Kurtz v. Moffitt - 115 U.S. 487 (1885)
U.S. Supreme Court
Kurtz v. Moffitt, 115 U.S. 487 (1885)
Kurtz v. Moffitt
Submitted October 14, 1885
Decided November 23, 1885
115 U.S. 487
A writ of habeas corpus is not removable from a state court into a circuit court of the United States under the Act of March 3, 1875, c. 137, § 2.
A police officer of a state or a private citizen has no authority as such, without any warrant or military order, to arrest and detain a deserter from the army of the United States.
A writ of habeas corpus was issued on April 8, 1885, by and returnable before a judge of the Superior Court of the City and County of San Francisco in the State of California, addressed to John Moffitt and T. W. Fields, citizens of that state, upon the petition of Stephen Kurtz, a citizen of Pennsylvania, alleging that he was by them unlawfully imprisoned and restrained of his liberty inasmuch as they had arrested him as a deserter from the army of the United States, and had no warrant or authority to arrest him, and were not officers of the United States. Moffitt and Fields, at the time of entering their appearance in that court, filed a petition to remove the case into the circuit court of the United States because the parties were citizens of different states and because the suit involved a question
arising under the Constitution and laws of the United States, to-wit, the question whether a person who is not an officer of the United States has authority to arrest a deserter from the army of the United States. The court ordered the case to be so removed.
Moffitt and Fields thereupon signed and filed in the circuit court the following return:
"Now come the respondents and make this, their return to the writ of habeas corpus herein, and show that respondent J. Moffitt is a regular police officer of the City and County of San Francisco, and respondent T. W. Fields is a special police officer of said city and county, and being such officers as aforesaid, they arrested the petitioner, Stephen Kurtz, in the City and County of San Francisco by the authority of the United States in this, to-wit, that said Stephen Kurtz, under the name of Stephen Noll, on the 29th day of May, 1876 at Cleveland, in the State of Ohio, enlisted in the army of the United States for the term of five years, and on the 17th day of March, 1879, he being a soldier attached to Co. D of the 21st regiment of infantry of the Army of the United States, stationed at Vancouver barracks, in the Territory of Washington, deserted from the army of the United States, and your respondents hold said petitioner for the purpose of delivering him to the military authorities of the United States to be tried according to the laws of the United States."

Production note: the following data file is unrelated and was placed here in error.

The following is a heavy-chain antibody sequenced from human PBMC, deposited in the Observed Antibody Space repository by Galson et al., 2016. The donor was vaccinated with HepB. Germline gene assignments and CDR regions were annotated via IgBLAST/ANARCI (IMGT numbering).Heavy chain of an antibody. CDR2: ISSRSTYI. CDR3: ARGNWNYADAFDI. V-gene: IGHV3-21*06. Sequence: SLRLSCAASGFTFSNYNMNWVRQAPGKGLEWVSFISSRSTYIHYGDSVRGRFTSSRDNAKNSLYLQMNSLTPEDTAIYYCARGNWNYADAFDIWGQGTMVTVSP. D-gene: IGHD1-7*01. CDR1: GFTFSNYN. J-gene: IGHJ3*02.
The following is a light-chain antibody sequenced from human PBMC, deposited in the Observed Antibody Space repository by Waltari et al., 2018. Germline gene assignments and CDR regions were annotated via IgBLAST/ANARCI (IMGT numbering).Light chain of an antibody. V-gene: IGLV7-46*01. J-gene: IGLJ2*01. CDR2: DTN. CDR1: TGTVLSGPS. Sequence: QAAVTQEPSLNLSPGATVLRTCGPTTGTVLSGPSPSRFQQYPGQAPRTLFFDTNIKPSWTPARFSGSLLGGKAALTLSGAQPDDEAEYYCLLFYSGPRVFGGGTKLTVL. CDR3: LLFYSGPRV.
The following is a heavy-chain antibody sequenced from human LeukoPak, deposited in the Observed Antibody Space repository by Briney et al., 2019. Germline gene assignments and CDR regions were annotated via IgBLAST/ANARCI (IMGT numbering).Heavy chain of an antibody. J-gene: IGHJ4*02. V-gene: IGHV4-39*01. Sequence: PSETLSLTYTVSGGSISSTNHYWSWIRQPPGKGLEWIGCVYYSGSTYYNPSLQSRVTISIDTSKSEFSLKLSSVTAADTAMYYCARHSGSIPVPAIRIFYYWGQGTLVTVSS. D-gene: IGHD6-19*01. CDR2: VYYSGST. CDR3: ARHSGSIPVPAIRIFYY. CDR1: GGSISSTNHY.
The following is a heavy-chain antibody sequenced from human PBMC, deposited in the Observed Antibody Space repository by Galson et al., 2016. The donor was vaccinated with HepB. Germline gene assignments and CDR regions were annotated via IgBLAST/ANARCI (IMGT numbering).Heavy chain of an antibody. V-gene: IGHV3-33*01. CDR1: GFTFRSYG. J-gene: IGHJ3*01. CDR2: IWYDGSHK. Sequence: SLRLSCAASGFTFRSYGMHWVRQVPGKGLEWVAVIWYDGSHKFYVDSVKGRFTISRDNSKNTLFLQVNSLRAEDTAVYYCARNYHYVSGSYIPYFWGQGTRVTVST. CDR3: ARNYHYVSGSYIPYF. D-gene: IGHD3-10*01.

The circuit court, upon motion and hearing, made an order remanding the case to the Superior Court of San Francisco, and Moffitt and Fields sued out a writ of error from this Court to reverse that order.
After the case had been so remanded, Kurtz filed in the superior court of San Francisco a suggestion that the return was insufficient, and that he was entitled to be discharged, for the following reasons:
"First. It appears by said return that the defendants were not officers of the United States, but are police officers of the municipality of San Francisco, and as such they have no authority to arrest or detain the plaintiff, and as such officers they have been and are prohibited from arresting or detaining
the plaintiff as a deserter from the United States Army by a rule of the police department which was in force at the time of the arrest of the plaintiff and still is in force, which rule was and is as follows: 'Police officers are prohibited from arresting deserters from the United States Army or navy without a warrant.'"
"Second. The desertion set up in the return is an offense against the United States, and not against the State of California, of which commonwealth the defendants are officers, and they are therefore incompetent to arrest or detain the plaintiff."
"Third. The desertion set up in the return is barred by article 103 of section 1342 of the Revised Statutes of the United States."
The superior court, upon a hearing, ordered the writ of habeas corpus to be dismissed and Kurtz remanded to custody, and entered judgment accordingly, and he sued out a writ of error from this Court to reverse that judgment, that court being the highest court of the state in which a decision on the merits of the case could be had. See Robb's Case, 64 Cal. 431, 433, and 111 U. S. 111 U.S. 624; Barbier v. Connolly, 113 U. S. 27.